For purposes of Section, 409A, the term "non-qualified deferred compensation plan" includes not only "traditional" deferred compensation agreements and plans but also a wide variety of other compensation arrangements where an employee, an independent contractor, or a member of a Board of Directors or a Board of Trustees has a legally binding right to compensation that will be paid in a later tax year. Arrangements that can be subject to Section 409A include offer letters, employment agreements, severance pay arrangements, separation agreements, bonus plans, incentive compensation arrangements, reimbursement arrangements, supplemental benefit plans, excess benefit plans, stock appreciation rights plans, "phantom" stock plans, change-in-control arrangements, retention bonus arrangements, split-dollar life insurance arrangements, consulting agreements, director fee agreements, and other similar plans and arrangements (regardless of the number of people or entities covered).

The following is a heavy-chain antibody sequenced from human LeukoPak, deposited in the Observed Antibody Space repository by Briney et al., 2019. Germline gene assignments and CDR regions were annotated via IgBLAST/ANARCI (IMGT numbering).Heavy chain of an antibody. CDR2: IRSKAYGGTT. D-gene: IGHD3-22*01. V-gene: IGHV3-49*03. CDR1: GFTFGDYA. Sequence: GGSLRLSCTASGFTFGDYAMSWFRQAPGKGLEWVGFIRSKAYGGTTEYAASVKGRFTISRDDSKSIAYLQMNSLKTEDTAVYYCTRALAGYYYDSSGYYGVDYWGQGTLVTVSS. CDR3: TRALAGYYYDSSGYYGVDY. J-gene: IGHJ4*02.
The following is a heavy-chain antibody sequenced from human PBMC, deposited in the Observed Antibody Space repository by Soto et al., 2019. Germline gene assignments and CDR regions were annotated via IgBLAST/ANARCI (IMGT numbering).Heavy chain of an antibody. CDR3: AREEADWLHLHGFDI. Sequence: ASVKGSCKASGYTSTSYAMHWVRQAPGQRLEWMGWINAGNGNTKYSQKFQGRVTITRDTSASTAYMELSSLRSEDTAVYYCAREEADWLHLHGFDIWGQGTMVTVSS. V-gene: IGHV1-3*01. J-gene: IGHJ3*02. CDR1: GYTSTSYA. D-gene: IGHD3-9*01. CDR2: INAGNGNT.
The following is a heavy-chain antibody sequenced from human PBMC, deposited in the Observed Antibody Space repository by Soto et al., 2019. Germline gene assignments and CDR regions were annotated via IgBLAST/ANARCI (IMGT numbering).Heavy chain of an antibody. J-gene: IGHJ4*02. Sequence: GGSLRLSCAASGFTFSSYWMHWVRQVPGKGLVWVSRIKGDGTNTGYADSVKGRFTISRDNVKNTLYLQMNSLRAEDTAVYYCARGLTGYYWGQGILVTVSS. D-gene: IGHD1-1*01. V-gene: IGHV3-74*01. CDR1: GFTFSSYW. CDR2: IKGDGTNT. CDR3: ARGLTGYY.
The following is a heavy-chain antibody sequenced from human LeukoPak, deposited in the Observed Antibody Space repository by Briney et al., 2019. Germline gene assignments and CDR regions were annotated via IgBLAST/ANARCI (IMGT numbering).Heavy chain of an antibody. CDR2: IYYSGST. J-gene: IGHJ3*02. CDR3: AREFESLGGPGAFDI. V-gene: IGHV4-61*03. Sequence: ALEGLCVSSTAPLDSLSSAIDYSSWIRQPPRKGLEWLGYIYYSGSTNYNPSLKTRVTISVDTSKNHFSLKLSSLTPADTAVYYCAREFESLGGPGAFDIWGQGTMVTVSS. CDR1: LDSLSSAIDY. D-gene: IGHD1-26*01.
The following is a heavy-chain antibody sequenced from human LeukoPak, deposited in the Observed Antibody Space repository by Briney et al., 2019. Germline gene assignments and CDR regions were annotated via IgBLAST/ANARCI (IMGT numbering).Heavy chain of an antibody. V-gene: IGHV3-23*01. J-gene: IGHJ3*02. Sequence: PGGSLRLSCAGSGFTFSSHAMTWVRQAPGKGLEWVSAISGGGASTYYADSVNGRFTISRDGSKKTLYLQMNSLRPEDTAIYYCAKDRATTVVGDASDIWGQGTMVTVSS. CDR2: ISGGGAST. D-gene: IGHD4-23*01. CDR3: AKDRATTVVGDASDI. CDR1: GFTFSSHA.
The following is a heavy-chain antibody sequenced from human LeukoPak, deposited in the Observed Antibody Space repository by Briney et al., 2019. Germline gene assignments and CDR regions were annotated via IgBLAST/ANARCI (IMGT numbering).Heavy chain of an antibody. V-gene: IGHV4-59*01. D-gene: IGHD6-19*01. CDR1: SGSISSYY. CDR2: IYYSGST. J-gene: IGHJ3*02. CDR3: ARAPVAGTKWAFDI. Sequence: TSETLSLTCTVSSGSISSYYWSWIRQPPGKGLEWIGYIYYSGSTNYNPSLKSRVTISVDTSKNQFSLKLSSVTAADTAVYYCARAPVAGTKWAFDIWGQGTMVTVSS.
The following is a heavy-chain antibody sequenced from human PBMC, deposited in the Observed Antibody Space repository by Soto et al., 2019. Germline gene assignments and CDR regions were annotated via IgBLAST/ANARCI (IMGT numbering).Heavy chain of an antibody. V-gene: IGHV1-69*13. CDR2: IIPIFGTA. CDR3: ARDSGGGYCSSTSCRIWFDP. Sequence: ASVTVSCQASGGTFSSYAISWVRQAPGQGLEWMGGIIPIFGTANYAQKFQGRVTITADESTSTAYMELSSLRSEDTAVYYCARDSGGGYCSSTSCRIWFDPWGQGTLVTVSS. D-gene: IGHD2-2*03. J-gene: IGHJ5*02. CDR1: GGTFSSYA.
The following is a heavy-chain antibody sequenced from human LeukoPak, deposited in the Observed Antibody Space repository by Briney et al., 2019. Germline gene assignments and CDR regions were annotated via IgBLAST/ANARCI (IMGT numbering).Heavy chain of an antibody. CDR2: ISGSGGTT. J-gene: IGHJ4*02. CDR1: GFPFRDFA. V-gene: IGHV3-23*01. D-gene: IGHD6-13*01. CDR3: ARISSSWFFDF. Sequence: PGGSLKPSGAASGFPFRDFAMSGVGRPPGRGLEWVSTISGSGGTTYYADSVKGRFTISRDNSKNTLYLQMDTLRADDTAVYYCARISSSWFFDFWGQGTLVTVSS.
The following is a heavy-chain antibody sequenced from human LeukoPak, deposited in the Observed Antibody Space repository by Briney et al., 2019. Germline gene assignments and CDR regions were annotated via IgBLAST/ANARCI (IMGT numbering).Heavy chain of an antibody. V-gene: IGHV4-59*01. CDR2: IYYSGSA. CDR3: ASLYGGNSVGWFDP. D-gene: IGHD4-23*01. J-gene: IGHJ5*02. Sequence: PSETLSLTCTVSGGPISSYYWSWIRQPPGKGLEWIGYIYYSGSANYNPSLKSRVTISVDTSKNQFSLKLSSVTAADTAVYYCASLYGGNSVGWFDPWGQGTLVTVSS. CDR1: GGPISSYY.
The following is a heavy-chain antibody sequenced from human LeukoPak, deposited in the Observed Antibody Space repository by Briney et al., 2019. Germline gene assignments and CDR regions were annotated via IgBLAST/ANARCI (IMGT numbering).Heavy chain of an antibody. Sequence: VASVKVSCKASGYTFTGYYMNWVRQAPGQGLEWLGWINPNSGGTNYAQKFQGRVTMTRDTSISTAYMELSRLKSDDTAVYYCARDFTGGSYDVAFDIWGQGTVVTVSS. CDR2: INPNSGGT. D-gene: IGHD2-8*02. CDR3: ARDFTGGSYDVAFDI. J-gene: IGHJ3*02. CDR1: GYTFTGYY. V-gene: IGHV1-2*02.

Given the broad definition of non-qualified deferred compensation plan under Section 409A, the strict rules of application, and the harsh consequences that can apply in the event of even the slightest violation, employers and covered service providers should welcome any guidance that will help make compliance easier.
Newly Proposed Regulations
The newly proposed regulations do not provide any broad or sweeping simplifications to the complex Section 409A rules. Rather, the IRS characterized the new guidance as "narrow" and with "specific purpose." Nevertheless, the new guidance should be helpful in the right circumstances.
Among other changes, the clarifications and modifications include the following: